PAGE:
|Philadelphia Phillies' Ross Gload hits the game-winning RBI single against the Toronto Blue Jays. (REUTERS/Tim Shaffer)
PHILADELPHIA -- Isn't it nicer, now that the Blue Jays clubhouse is so loose?
That real serious guy, who never smiled or laughed, has left.
In the spring, Shaun Marcum said with Roy Halladay gone the Jays clubhouse would be looser, the Jays would "have fun," and Marcum would "talk to young guys."
It was a shot at the departed Halladay's intensity. People within the Jays organization have said the clubhouse was more relaxed once Halladay left with his all-too-serious attitude.
Ol' stone-faced Halladay had the fun, without smiling. He dominated the Jays with seven runless innings in a 9-0 win over the Jays at a sold-out Citizens Bank Park before 43,076 fans -- the Jays' first sellout of the season.
The G-20 Summit moved the Jays home dates to Pennsylvania, resulting in the first American League game to be played in Philadelphia since Sept. 19, 1954. That day, Casey Stengel's New York Yankees beat the Philadelphia Athletics 4-2 (WP-Johnny Sain, LP-Moe Burtschy) before 1,751 fans.
"You have an idea (of how to pitch Jays hitters) from sitting in the dugout watching, but it's different when you get out there," Halladay said. "You have to watch video and go with our game plan."
With the Phillies leading 2-0 in the fifth and Aaron Hill on second, Halladay threw a high fastball which Vernon Wells popped up to right.
Did he need to watch films to be know that Wells was a notorious first-pitch hitter?
"Not really," Halladay said with a laugh, "but I thought he'd swing at the 3-2 pitch in the sixth. It was off the plate but not that much."
Wells fell behind 0-2 and worked a walk, putting two runners aboard, but Adam Lind hit a comebacker to Halladay ending the ending.
The game was a laugher, but only one dugout was loose ... the one with the silly dancing Mounties on top of it during the seventh-inning stretch.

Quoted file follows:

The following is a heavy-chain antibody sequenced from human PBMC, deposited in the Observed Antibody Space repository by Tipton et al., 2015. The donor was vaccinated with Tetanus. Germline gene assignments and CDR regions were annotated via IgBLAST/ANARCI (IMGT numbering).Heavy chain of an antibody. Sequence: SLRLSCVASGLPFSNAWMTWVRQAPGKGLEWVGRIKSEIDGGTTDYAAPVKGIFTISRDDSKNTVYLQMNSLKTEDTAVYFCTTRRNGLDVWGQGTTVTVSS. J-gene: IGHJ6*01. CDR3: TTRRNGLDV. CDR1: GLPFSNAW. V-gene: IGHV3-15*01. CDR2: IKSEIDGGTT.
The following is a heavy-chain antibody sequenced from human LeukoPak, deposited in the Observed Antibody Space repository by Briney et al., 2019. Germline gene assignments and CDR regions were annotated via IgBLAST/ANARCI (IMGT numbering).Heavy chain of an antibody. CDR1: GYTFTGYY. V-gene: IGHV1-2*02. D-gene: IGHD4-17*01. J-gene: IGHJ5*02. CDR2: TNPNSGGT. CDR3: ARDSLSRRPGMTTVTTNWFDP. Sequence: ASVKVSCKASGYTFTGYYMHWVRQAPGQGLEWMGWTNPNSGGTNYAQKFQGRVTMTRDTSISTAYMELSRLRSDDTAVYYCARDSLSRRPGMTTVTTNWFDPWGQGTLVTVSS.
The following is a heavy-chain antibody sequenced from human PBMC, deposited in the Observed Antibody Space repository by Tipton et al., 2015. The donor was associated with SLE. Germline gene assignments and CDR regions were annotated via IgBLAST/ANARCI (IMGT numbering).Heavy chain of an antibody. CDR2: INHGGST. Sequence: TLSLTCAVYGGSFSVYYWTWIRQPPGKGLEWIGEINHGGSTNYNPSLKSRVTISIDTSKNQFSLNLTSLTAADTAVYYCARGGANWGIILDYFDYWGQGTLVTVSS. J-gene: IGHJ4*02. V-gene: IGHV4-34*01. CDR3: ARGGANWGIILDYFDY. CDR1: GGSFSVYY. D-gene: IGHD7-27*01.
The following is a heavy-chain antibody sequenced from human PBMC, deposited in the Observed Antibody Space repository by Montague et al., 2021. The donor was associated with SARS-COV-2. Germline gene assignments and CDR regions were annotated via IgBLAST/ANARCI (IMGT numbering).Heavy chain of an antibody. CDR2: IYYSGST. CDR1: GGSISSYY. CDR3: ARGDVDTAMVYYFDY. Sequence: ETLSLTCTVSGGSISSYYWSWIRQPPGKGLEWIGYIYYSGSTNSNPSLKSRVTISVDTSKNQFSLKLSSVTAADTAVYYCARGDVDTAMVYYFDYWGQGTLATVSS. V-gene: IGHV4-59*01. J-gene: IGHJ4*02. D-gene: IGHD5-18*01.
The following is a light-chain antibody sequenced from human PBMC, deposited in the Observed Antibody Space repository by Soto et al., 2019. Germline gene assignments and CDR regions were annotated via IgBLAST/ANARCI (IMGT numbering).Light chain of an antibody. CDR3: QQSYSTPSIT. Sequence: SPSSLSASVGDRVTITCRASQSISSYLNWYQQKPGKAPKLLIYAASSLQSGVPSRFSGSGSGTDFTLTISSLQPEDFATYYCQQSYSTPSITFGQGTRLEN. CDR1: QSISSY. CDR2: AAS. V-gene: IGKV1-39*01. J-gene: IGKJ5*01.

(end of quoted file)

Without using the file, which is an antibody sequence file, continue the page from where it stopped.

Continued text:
"That was weak," one Blue Jay said.
The Jays managed six hits -- four singles -- against Halladay but they were scattered ... scattered like the contents of a bag of M&M's after a four-year-old ripped open the bag.
"He's a horse, he always throws strikes and he never panics," said Carlos Ruiz, who caught Halladay's perfect game, but is on the disabled list. "Those guys lead the league in homers and he kept them scoreless."
Halladay allowed two hits in the same inning once, the fifth: A one-out double to Hill and a single to Lyle Overbay. He struck out John Buck and retired Jarrett Hoffpauir on a harmless roller.
"I tried to avoid eye contact for most of the night, I didn't say anything to anyone," Halladay said. During spring training, he said hello to Wells after a fly ball out in Clearwater when he headed to the dugout.
"I don't want to say it's nice to say to get the first start out of the way, but now I have two days to see those guys, I have a lot of friends over there," Halladay said.
Jose Bautista bounced a double over the centre-field fence with two out in the fourth. Overbay's third-inning single to right was erased on a Buck double play as Chase Utley made like former Eagles quarterback Sonny Jurgensen and made an awkward but effective throw on a double play. Alex Gonzalez and Buck also singled.
"I don't know if playing in Toronto would have taken emotion out of it, that's the wrong word, it would have brought back more memories," Halladay said.
The Phillies put the game away with a six-run fifth against starter Jesse Litsch and reliever David Purcey. Brian Schneider singled, Litsch walked Jimmy Rollins for the third time and Placido Polanco singled to load the bases.
Utley followed with a two-run single and Litsch was gone. Ryan Howard dumped a single into left against Purcey and Ross Gload hit a three-run double off the glove of Wells on the edge of the track.
Marcum takes the mound Saturday to provide fun.